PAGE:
Devils Tower rises above the surrounding grassland and Ponderosa pine forests like a rocky sentinel. Northern Plains tribes have worshipped near this remarkable geologic formation for thousands of years. Fur trappers, explorers, and settlers alike were awed by the tower's majesty. In 1906, President Theodore Roosevelt established Devils Tower as our nation's first national monument.
The site is considered Sacred to the Lakota and other tribes that have a connection to the area. Hundreds of parallel cracks make it one of the finest traditional crack climbing areas in North America. Devils Tower entices us to explore and define our place in the natural and cultural world.
Translated from Lakota as "Rock Gatherer," Inyan Kara is listed on the National Register for Historic Places because of its cultural importance. It is recognized by the Lakota people as sacred to mothers giving birth. Inyan Kara is also known as one of General Custer’s stops on his expedition through the Black Hills in 1874, and stands as a landmark to early travelers and explorers in the region, with the mountain reaching 5,348 feet.
Inyan Kara is located in the Black Hills of northeast Wyoming. While it is located on U.S. Forest Service land, access is limited. Private property must be crossed to reach Inyan Kara, so access is only obtained via the landowner’s permission. There are multiple routes to climb the summit, as there is no permanent trail on the mountain; therefore climbers ascend at their own risk.
Inyan Kara is located in Crook County, WY and can be viewed from County Road 585. For more information, contact the Bearlodge District Ranger Office at (307) 283-1361.
Keyhole is a mecca for both resident and migrating birds of all species. Visitors also have the opportunity to enjoy a variety of other wildlife, including mule deer, pronghorn antelope and wild turkeys. There is a marina located on the headquarters side of the lake and operated by a concessionaire. The concessionaire has pop, alcohol, groceries, bait, tackle, fishing licenses and 10 electric campsites that he reserves. There is a public boat ramp at the marina.
Keyhole Offers Many Attractions and is located on the western edge of the famed Black Hills, between Sundance and Moorcroft, and is easily accessed off I-90 at exit 165 or take exits 153 or 154 in Moorcroft then Hwy 14 north six miles then Hwy 113. Within sight of Devils Tower, Keyhole State Park is situated along the southeast shore of Keyhole Reservoir and offers excellent fishing for walleye, catfish, small mouth bass and northern pike.
Keyhole State Park is open year around and offers nine campgrounds that are all overlooking the lake. There are more than 170 sites with tables and grills. Most of the sites will handle large R.V.'s and trailers.
Spearfish Canyon is a deep but narrow gorge carved by Spearfish Creek just south of Spearfish, South Dakota in the U.S. It is located on the northern edge of Black Hills National Forest. Many tourists drive through the canyon, drawn to the region due to its wide range of plant and wildlife, geology, rock formations, and waterfalls. Spearfish Creek holds populations of rainbow and brown trout and is dammed in several spots, affording fishing opportunities. Stocking of trout in Spearfish Creek was discontinued in the 1970's and all trout in the creek today are wild. In addition, remnants of Spearfish Canyon's active mining history are still easily found in some locations.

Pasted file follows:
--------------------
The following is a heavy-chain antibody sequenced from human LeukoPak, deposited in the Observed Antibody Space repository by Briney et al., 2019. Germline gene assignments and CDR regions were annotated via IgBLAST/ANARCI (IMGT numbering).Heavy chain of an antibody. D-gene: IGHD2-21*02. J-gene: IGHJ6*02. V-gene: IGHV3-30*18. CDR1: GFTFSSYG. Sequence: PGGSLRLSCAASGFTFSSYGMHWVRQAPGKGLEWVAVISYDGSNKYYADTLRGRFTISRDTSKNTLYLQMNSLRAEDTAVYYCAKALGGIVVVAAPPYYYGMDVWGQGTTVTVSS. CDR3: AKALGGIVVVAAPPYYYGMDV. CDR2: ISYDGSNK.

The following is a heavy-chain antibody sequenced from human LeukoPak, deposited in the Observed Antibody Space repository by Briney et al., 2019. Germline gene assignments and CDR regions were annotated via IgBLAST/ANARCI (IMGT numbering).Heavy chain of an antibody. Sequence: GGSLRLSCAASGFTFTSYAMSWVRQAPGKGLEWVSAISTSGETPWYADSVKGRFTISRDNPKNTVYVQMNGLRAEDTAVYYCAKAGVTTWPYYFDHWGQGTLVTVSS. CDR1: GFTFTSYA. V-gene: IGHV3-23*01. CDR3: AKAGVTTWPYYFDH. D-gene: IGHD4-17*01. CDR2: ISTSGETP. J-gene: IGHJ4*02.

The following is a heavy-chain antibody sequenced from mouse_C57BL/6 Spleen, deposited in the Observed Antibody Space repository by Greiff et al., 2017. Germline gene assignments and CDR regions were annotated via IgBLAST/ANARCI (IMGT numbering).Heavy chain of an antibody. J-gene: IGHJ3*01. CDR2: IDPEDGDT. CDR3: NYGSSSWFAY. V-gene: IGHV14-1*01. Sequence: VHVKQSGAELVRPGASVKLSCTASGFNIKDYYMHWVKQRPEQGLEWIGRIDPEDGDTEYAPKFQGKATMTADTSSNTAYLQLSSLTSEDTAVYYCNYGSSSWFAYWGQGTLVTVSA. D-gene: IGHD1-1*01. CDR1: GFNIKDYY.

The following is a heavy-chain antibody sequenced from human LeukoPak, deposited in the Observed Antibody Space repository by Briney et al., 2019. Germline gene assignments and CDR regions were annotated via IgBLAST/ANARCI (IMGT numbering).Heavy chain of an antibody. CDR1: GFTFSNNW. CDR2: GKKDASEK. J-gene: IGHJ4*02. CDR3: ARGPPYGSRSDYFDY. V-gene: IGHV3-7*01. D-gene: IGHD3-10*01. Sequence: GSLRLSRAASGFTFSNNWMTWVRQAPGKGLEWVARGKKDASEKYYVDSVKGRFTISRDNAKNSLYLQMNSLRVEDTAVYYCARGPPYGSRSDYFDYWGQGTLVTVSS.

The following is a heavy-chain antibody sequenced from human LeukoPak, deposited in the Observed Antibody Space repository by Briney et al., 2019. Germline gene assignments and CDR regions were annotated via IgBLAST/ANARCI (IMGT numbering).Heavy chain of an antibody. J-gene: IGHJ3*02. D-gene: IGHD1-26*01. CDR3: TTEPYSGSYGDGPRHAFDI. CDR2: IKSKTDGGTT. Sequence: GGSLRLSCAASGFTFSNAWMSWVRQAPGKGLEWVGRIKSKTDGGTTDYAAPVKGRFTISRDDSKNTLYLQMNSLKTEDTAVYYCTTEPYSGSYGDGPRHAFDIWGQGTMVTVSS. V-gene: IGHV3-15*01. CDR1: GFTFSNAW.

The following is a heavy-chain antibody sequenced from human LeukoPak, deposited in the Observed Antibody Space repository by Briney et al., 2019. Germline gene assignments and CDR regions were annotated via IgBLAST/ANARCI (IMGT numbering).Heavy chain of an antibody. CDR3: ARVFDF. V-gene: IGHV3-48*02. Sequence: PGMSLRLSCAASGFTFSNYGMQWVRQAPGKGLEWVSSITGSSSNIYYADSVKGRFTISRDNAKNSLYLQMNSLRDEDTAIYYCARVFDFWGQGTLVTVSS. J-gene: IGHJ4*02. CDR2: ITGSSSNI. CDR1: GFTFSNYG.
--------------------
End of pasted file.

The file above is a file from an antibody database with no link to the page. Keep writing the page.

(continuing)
The Thunder Basin National Grassland is located in northeastern Wyoming in the Powder River Basin between the Big Horn Mountains and the Black Hills. Elevation on the national grassland ranges from 3,600 to 5,200 feet, and the climate is semi-arid.
The national grassland provides unique opportunities for recreation, including hiking, sightseeing, hunting, and fishing. There are no developed campgrounds; however, dispersed camping is allowed.
The national grassland abounds with wildlife year-round, provides forage for livestock, and is underlain with vast mineral resources.
The Crazy Horse Memorial is a mountain monument complex that is under construction on privately held land in the Black Hills, in Custer County, South Dakota. It represents Crazy Horse, an Oglala Lakota warrior, riding a horse and pointing into the distance. The memorial was commissioned by Lakota elder Henry Standing Bear to be sculpted by Korczak Ziółkowski. It is operated by the Crazy Horse Memorial Foundation, a private non-profit organization. The Memorial's mission is to honor the culture, tradition and living heritage of North American Indians.
The memorial consists of the mountain carving (monument), the Indian Museum of North America, and the Native American Cultural Center. The monument is being carved out of Thunderhead Mountain on land considered sacred by some Oglala Lakota, between Custer and Hill City, roughly 17 miles from Mount Rushmore.
The clear mountain waters are inviting, and the open ranges are waiting to be discovered. Bring your family to Custer State Park, and let yourself run wild. A herd of 1,300 bison roams freely throughout the park, often stopping traffic along the 18-mile Wildlife Loop Road. The herd is one of the largest publically-owned herds in the world.
Custer State Park in the Black Hills encompasses 71,000 acres of spectacular terrain and an abundance of wildlife. Within the park, you'll discover a world of adventure!
Mount Rushmore National Memorial is visited by nearly three million people each year that come to marvel at the majestic beauty of the Black Hills of South Dakota and learn about the birth, growth, development and preservation of the country. From the history of the first inhabitants to the diversity of America today, Mount Rushmore brings visitors face to face with the rich heritage we all share.